Evolution by Natural Selection: How to Win the Game of Life

In the nineteenth century, Charles Darwin and Alfred Russel Wallace simultaneously had what’s been called “the greatest idea anyone ever had.” They both independently realized that species evolve through random mutation and differential survival rates.

Those best suited for survival in their environment tend to be preserved. This process, where Mother Nature decides the success or failure of particular mutations, is called…

Evolution by Natural Selection

To understand how this works, imagine a population of red beetles living in a garden.1 Birds can spot and eat them pretty easily. But one day, a random mutation—a small change in genetic instructions—occurs, and a green baby beetle is born.

Purely by chance, the green beetle is nearly impossible for the birds to see. Thanks to its accidental camouflage, it can survive, reproduce, and pass on its genes more easily than the red beetles.

As a result, the green color becomes increasingly common in the population. And if this process continues, eventually, all the beetles in the garden will be green.

Survival of the Fittest

After reading Charles Darwin’s The Origin of Species, English philosopher Herbert Spencer used the term “survival of the fittest” to describe natural selection. This expression is still widely used today and often misunderstood.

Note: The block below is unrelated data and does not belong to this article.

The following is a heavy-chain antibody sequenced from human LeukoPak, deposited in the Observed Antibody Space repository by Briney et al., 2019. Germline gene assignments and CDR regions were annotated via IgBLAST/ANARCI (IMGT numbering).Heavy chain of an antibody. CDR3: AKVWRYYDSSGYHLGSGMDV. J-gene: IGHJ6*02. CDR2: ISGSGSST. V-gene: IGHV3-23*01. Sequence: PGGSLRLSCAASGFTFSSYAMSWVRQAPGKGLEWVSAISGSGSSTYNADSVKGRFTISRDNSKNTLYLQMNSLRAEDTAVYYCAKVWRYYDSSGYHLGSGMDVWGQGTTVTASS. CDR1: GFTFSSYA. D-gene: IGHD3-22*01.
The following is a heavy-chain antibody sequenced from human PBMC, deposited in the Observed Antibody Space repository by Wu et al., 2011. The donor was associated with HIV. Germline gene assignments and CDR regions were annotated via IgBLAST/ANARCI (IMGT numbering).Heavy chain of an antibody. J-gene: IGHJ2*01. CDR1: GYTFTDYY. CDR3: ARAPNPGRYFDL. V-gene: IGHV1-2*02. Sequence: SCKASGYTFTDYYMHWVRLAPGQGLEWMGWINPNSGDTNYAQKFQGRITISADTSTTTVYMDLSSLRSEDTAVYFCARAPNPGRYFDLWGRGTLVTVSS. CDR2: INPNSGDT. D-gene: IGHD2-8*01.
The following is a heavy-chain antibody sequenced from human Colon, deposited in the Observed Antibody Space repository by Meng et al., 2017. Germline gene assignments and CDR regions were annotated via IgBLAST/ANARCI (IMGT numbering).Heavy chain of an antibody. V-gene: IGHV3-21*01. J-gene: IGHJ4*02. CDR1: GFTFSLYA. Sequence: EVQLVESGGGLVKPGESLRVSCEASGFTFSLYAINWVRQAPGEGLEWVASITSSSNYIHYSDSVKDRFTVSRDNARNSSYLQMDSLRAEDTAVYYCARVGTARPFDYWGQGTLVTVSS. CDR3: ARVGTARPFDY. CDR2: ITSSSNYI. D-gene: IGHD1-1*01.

Many people think “fittest” means the best physical specimen of the species and that only those in the best shape will survive in nature. But that’s not always the case. “Fittest,” in this context, simply means the one best suited for the immediate environment.

And that idea applies in many other areas outside biology. Businesses, for example, are subject to their own kind of evolutionary arms races. To survive, a company constantly needs to adapt to an ever-evolving world and continually changing marketplace. Consider, for instance…

Netflix vs. Blockbuster

When Netflix launched in 1997, Blockbuster was the undisputed champion of the video rental industry. Between 1985 and 1992, the brick-and-mortar rental chain had expanded from its first location in Dallas, Texas, to over 2,800 locations around the world.

By the time Netflix came along with their rental-by-mail service, it looked like a classic David versus Goliath scenario. Still, they upended the video rental industry from day one. They had no late fees or shipping charges. If you lost a DVD, you got a new one in the mail with no questions asked.

Blockbuster tried to follow suit, matching service for service, but it was too late. In 2010 they filed for bankruptcy. Meanwhile, Netflix is still evolving, having gone from sending DVDs by mail, to streaming of other’s content, to now streaming of their own content.

Their ability to adapt quickly to the ever-changing needs and preferences of their customers makes Netflix the “fittest” in their industry. Much like the green beetle in the garden, they are the ones best suited for their environment.

Adapt to Win

Evolution by natural selection is useful to understand because it explains what it takes to survive and thrive. To be successful, you need to embrace change. You have to pay attention to the ever-changing environment and rapidly adapt to it. If you do that, you can gain a critical advantage that puts you way ahead of the competition.

This article is an excerpt from my book The Decision-Making Blueprint.


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